Seeking a set of principles to rebuild the world order
In 1787, with the nascent United States of America in danger of going broke and falling apart, a group of delegates met in Philadelphia to revise the Articles of Confederation, the young country’s governing document. The Constitutional Convention instead resulted in an entirely new system of governance, one that markedly increased power at the federal level.
Almost 240 years later, a group of international scholars and public intellectuals, deeply concerned by the state of the world, convened at Princeton for a kind of latter-day constitutional convention, this one aimed at fostering unity on a global level. The COVID-19 pandemic, Russia’s invasion of Ukraine, and strained relations between the United States and China are among the matters that inspired the initiative.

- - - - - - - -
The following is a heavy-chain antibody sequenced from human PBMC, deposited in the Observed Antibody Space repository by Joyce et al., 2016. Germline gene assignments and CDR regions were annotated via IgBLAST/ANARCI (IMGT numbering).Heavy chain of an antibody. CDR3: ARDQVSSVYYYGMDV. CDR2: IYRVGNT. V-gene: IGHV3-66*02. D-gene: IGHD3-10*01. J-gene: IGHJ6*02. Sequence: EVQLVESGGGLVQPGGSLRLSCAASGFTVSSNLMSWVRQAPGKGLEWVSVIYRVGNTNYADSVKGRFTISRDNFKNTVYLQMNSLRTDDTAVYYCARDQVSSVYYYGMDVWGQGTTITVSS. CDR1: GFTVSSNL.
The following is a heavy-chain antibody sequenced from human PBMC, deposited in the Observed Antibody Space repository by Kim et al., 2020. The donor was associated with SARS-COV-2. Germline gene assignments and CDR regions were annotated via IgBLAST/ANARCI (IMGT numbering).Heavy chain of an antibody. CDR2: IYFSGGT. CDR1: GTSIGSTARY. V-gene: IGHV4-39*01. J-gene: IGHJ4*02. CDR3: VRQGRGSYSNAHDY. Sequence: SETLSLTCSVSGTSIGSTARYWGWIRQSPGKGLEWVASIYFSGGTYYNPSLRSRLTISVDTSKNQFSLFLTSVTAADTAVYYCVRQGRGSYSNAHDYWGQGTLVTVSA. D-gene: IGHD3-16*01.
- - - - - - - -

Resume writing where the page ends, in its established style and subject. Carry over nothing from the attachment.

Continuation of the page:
“The idea was to bring a group of leading thinkers together and see if they could identify a set of shared principles that could provide the basis of rebuilding the rules and institutions of world order,” said G. John Ikenberry, the Albert G. Milbank Professor of Politics and International Affairs, who co-organized the gathering. “It’s a fairly ambitious effort to see what countries might agree upon despite their deep differences and use those foundational principles and norms to rebuild what is widely seen as a troubled, even crisis-ridden, international system.”
The meeting, titled Reconnecting the World and held this spring, produced the Princeton Principles, a document laying out “minimum conditions for rebuilding the international, rules-based order.”
The 10 tenets address how countries interact with each other, economic development and competition, human rights, nuclear weaponry, dispute settlement, and territorial and regime integrity.